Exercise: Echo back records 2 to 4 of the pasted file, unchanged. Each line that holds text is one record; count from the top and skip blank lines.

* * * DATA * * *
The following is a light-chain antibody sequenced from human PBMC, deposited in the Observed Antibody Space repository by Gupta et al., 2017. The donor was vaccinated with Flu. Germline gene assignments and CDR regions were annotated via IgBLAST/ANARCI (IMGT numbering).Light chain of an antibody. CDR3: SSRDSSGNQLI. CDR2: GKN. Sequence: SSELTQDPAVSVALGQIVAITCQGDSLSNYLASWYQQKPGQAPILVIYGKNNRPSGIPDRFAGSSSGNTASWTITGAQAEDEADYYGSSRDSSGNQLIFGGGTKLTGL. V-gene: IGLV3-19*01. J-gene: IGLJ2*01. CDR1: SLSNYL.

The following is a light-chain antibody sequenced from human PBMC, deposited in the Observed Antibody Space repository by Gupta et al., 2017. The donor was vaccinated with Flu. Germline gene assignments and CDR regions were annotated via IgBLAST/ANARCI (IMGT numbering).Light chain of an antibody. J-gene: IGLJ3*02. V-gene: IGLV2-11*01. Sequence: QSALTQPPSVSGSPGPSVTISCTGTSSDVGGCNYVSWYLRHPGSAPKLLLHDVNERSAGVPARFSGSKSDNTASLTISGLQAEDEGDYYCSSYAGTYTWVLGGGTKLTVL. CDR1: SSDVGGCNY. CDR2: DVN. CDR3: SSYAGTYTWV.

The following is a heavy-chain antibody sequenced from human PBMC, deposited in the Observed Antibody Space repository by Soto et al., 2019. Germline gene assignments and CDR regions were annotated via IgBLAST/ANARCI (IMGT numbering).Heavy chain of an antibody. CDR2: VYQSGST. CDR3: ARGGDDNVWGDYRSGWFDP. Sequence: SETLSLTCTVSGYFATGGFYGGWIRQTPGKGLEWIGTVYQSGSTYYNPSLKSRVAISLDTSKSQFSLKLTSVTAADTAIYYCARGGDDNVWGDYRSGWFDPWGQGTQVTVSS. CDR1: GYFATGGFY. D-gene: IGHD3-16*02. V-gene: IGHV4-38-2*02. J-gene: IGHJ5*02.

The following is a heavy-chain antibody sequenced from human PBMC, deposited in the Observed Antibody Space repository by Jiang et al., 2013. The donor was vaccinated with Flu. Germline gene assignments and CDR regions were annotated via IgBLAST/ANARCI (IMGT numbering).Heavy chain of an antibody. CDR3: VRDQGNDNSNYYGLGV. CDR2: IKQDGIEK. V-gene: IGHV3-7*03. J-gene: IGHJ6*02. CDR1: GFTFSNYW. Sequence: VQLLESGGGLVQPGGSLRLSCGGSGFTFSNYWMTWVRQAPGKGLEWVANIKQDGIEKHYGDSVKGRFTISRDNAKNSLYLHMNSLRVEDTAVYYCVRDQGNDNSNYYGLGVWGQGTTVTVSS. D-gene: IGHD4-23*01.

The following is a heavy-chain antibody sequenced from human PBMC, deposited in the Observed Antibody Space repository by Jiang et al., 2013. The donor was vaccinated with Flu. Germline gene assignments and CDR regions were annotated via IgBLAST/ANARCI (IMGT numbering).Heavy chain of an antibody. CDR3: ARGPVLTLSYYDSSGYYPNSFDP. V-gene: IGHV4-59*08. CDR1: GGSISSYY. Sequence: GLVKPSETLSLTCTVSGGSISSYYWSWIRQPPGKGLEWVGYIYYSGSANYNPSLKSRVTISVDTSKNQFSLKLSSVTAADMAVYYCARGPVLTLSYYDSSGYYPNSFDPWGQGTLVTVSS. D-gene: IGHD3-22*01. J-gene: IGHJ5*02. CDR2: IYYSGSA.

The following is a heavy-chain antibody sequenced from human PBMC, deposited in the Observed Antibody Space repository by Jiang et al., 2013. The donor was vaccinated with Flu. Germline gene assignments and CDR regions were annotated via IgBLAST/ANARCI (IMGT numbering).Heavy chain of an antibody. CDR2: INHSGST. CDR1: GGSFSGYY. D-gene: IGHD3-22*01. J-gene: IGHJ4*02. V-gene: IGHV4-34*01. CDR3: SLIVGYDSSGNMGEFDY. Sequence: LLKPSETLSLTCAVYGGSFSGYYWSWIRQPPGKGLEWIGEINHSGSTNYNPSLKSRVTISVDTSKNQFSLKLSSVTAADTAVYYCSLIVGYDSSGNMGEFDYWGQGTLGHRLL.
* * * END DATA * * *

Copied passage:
The following is a light-chain antibody sequenced from human PBMC, deposited in the Observed Antibody Space repository by Gupta et al., 2017. The donor was vaccinated with Flu. Germline gene assignments and CDR regions were annotated via IgBLAST/ANARCI (IMGT numbering).Light chain of an antibody. J-gene: IGLJ3*02. V-gene: IGLV2-11*01. Sequence: QSALTQPPSVSGSPGPSVTISCTGTSSDVGGCNYVSWYLRHPGSAPKLLLHDVNERSAGVPARFSGSKSDNTASLTISGLQAEDEGDYYCSSYAGTYTWVLGGGTKLTVL. CDR1: SSDVGGCNY. CDR2: DVN. CDR3: SSYAGTYTWV.

The following is a heavy-chain antibody sequenced from human PBMC, deposited in the Observed Antibody Space repository by Soto et al., 2019. Germline gene assignments and CDR regions were annotated via IgBLAST/ANARCI (IMGT numbering).Heavy chain of an antibody. CDR2: VYQSGST. CDR3: ARGGDDNVWGDYRSGWFDP. Sequence: SETLSLTCTVSGYFATGGFYGGWIRQTPGKGLEWIGTVYQSGSTYYNPSLKSRVAISLDTSKSQFSLKLTSVTAADTAIYYCARGGDDNVWGDYRSGWFDPWGQGTQVTVSS. CDR1: GYFATGGFY. D-gene: IGHD3-16*02. V-gene: IGHV4-38-2*02. J-gene: IGHJ5*02.

The following is a heavy-chain antibody sequenced from human PBMC, deposited in the Observed Antibody Space repository by Jiang et al., 2013. The donor was vaccinated with Flu. Germline gene assignments and CDR regions were annotated via IgBLAST/ANARCI (IMGT numbering).Heavy chain of an antibody. CDR3: VRDQGNDNSNYYGLGV. CDR2: IKQDGIEK. V-gene: IGHV3-7*03. J-gene: IGHJ6*02. CDR1: GFTFSNYW. Sequence: VQLLESGGGLVQPGGSLRLSCGGSGFTFSNYWMTWVRQAPGKGLEWVANIKQDGIEKHYGDSVKGRFTISRDNAKNSLYLHMNSLRVEDTAVYYCVRDQGNDNSNYYGLGVWGQGTTVTVSS. D-gene: IGHD4-23*01.